Soft tissue therapy works by decompressing the area around the repetitive stress injury thus enhancing circulation and promoting healing. Biofeedback can be used to reduce stress-related muscle tension in the muscles of the neck and shoulders. Massage treatment (for acute pain and nerve trigger points). This is best administered by a trained therapist but self-massage is also sometimes helpful. Self-massage products like the Armaid have been developed specifically to target areas typically affected by RSI. Active release techniques are effective in reducing RSI symptoms by releasing the tension of the muscles and nerves of the injured area. You would need to visit a certified ART provider to receive this treatment. Stretches (for less acute pain and general maintenance).

Many doctors will prescribe occupational therapy or physical therapy to rebuild strength and flexibility. Some people with RSI find relief in specific movement therapies such as t'ai chi ch'üan, yoga, or the Alexander technique Exercise decreases the risk of developing RSI. Also, doctors often recommend that RSI sufferers engage in specific strengthening exercises, for example to improve posture. Surgery is generally used as a last resort and is not always effective.

In the mind/body approach, RSI is not seen as a structural injury, but as a psychosomatic condition. Some people with RSI have had success with treatments based on this theory, but it has not been widely accepted or systematically studied.

Adaptive technology ranging from special keyboards, mouse replacements and pen tablet interfaces to speech recognition software might be necessary. Pause software reminds the user to pause frequently and/or perform practices while working behind a computer. One such program is Workrave, an open-source free program that assists in the recovery and prevention of Repetitive Strain Injury. The program frequently alerts user to take micro-pauses, rest breaks and restricts user to a predefined daily limit. Switching to a much more ergonomic keyboard layout such as Dvorak or Colemak. Switching to a much more ergonomic mouse, such as a vertical mouse or joystick mouse. Such mice may provide relief, but in chronic RSI they may only result in moving the problem to a different area. Switching from using a mouse to using a stylus pen with graphic tablet. Using a graphic tablet for general pointing, clicking, and dragging (i.e. not drawing) may take some time to get used to. However, it has the side benefit of improving hand-eye coordination. Switching to a trackpad such as a Smart Cat trackpad, which requires no gripping or tensing of the muscles in the arms.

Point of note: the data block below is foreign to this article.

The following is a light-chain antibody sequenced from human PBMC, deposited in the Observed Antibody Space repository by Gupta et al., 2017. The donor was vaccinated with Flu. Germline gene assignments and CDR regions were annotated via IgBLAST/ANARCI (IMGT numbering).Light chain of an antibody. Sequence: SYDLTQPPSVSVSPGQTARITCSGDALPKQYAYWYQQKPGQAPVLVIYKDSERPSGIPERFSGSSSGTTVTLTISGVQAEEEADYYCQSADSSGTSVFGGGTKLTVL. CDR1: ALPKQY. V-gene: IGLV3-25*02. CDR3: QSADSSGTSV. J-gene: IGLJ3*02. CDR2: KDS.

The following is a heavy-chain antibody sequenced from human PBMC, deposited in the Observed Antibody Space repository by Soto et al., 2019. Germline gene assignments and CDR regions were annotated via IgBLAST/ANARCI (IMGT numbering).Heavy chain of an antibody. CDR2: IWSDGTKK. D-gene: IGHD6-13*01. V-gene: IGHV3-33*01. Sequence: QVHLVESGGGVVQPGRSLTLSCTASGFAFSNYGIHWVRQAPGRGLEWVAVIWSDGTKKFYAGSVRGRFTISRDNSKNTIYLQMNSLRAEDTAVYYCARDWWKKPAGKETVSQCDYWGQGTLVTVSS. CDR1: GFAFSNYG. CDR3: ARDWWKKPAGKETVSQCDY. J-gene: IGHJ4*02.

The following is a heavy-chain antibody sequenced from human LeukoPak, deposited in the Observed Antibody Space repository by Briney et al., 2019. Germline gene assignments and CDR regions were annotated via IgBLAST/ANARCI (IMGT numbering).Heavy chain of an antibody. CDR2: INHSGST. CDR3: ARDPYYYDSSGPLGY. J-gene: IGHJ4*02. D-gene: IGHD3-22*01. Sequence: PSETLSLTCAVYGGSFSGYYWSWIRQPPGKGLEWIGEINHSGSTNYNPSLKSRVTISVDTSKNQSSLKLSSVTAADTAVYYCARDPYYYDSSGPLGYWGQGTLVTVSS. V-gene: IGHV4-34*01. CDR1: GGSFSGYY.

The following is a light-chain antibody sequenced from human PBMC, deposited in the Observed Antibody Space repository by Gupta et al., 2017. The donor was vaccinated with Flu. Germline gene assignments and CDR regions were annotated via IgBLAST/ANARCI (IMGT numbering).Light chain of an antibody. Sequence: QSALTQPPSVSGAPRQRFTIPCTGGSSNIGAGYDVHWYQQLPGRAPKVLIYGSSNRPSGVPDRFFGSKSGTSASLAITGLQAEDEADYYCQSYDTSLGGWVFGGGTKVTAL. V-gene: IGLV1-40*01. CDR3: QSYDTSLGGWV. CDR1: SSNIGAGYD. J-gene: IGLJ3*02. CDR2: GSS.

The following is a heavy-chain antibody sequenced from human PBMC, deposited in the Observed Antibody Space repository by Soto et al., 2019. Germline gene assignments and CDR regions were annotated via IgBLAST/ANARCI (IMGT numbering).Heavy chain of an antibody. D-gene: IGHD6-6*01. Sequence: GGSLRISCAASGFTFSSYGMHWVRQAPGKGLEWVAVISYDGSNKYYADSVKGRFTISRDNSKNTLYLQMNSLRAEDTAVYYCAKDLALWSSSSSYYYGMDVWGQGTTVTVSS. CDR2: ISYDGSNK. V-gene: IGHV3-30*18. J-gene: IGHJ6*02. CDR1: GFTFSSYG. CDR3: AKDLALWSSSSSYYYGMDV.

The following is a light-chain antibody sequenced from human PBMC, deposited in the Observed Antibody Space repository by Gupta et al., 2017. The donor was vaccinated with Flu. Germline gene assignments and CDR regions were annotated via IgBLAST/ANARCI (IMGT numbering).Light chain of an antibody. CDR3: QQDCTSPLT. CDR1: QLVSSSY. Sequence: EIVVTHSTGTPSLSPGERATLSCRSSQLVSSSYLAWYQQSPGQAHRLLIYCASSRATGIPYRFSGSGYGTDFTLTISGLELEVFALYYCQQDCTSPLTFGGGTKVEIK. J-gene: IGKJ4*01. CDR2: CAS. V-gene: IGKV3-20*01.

Footnotes

References

  • Repetitive Strain Injury: A Computer User's Guide; Emil Pascarelli and Deborah Quilter (ISBN 0-471-59533-0)
  • It's Not Carpal Tunnel Syndrome! RSI Theory and Therapy for Computer Professionals; Suparna Damany, Jack Bellis (ISBN 0-9655109-9-9)
  • Conquering Carpal Tunnel Syndrome & Other Repetitive Strain Injuries, A Self-Care Program; Sharon J. Butler (ISBN 1-57224-039-3)
  • The Trigger Point Therapy Workbook: Your Self-Treatment Guide for Pain Relief, Second Edition; Clair Davies, Amber Davies (ISBN 1-57224-375-9)
  • Electromyographic Applications in Pain, Physical Medicine and Rehabilitation: Repetitive Strain Injury Computer User Injury With Biofeedback: Assessment and Training Protocol; Erik Peper, Vietta S Wilson et al. The Biofeedback Foundation of Europe, 1997
  • van Tulder M, Malmivaara A, Koes B (2007). "Repetitive strain injury". Lancet 369 (9575): 1815–22.

External links

  • Sorehand RSI website and a highly used email discussion list

("Sorehand" has apparently been removed from the server, it will not respond)